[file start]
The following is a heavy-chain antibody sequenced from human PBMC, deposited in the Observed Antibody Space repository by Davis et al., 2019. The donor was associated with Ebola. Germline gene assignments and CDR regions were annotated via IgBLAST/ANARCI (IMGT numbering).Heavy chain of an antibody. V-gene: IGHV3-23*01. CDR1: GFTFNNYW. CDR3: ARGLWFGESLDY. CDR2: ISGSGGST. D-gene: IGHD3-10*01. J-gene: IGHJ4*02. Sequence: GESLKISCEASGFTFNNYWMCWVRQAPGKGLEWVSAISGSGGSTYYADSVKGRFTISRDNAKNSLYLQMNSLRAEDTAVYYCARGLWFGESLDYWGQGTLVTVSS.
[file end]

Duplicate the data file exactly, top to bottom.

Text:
The following is a heavy-chain antibody sequenced from human PBMC, deposited in the Observed Antibody Space repository by Davis et al., 2019. The donor was associated with Ebola. Germline gene assignments and CDR regions were annotated via IgBLAST/ANARCI (IMGT numbering).Heavy chain of an antibody. V-gene: IGHV3-23*01. CDR1: GFTFNNYW. CDR3: ARGLWFGESLDY. CDR2: ISGSGGST. D-gene: IGHD3-10*01. J-gene: IGHJ4*02. Sequence: GESLKISCEASGFTFNNYWMCWVRQAPGKGLEWVSAISGSGGSTYYADSVKGRFTISRDNAKNSLYLQMNSLRAEDTAVYYCARGLWFGESLDYWGQGTLVTVSS.